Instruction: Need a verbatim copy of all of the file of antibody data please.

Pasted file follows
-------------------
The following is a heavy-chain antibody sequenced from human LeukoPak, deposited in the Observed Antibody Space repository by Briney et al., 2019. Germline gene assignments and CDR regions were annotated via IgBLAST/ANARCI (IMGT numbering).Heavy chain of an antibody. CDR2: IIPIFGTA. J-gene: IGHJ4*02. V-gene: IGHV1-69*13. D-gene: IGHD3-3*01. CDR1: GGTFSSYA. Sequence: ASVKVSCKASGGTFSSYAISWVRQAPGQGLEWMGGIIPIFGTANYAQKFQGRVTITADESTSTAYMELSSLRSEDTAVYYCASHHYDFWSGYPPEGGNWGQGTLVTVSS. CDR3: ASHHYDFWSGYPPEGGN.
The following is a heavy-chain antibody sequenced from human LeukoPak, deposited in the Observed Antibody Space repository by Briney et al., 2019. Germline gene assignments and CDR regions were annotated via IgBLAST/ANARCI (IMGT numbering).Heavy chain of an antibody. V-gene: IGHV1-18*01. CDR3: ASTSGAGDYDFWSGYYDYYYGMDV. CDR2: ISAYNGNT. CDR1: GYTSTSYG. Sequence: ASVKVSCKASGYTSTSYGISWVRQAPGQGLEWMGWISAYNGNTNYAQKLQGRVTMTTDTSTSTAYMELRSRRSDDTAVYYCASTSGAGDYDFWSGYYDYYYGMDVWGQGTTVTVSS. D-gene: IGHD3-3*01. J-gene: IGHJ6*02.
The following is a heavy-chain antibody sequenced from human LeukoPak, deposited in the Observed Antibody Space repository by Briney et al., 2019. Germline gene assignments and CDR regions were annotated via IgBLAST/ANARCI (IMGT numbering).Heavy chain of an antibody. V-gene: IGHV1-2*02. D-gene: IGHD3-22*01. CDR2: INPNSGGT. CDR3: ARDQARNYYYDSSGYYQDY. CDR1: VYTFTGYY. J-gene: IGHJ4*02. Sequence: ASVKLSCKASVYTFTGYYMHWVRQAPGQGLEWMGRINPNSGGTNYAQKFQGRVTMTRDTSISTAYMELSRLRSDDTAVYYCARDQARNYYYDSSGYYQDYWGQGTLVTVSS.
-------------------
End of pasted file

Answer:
The following is a heavy-chain antibody sequenced from human LeukoPak, deposited in the Observed Antibody Space repository by Briney et al., 2019. Germline gene assignments and CDR regions were annotated via IgBLAST/ANARCI (IMGT numbering).Heavy chain of an antibody. CDR2: IIPIFGTA. J-gene: IGHJ4*02. V-gene: IGHV1-69*13. D-gene: IGHD3-3*01. CDR1: GGTFSSYA. Sequence: ASVKVSCKASGGTFSSYAISWVRQAPGQGLEWMGGIIPIFGTANYAQKFQGRVTITADESTSTAYMELSSLRSEDTAVYYCASHHYDFWSGYPPEGGNWGQGTLVTVSS. CDR3: ASHHYDFWSGYPPEGGN.
The following is a heavy-chain antibody sequenced from human LeukoPak, deposited in the Observed Antibody Space repository by Briney et al., 2019. Germline gene assignments and CDR regions were annotated via IgBLAST/ANARCI (IMGT numbering).Heavy chain of an antibody. V-gene: IGHV1-18*01. CDR3: ASTSGAGDYDFWSGYYDYYYGMDV. CDR2: ISAYNGNT. CDR1: GYTSTSYG. Sequence: ASVKVSCKASGYTSTSYGISWVRQAPGQGLEWMGWISAYNGNTNYAQKLQGRVTMTTDTSTSTAYMELRSRRSDDTAVYYCASTSGAGDYDFWSGYYDYYYGMDVWGQGTTVTVSS. D-gene: IGHD3-3*01. J-gene: IGHJ6*02.
The following is a heavy-chain antibody sequenced from human LeukoPak, deposited in the Observed Antibody Space repository by Briney et al., 2019. Germline gene assignments and CDR regions were annotated via IgBLAST/ANARCI (IMGT numbering).Heavy chain of an antibody. V-gene: IGHV1-2*02. D-gene: IGHD3-22*01. CDR2: INPNSGGT. CDR3: ARDQARNYYYDSSGYYQDY. CDR1: VYTFTGYY. J-gene: IGHJ4*02. Sequence: ASVKLSCKASVYTFTGYYMHWVRQAPGQGLEWMGRINPNSGGTNYAQKFQGRVTMTRDTSISTAYMELSRLRSDDTAVYYCARDQARNYYYDSSGYYQDYWGQGTLVTVSS.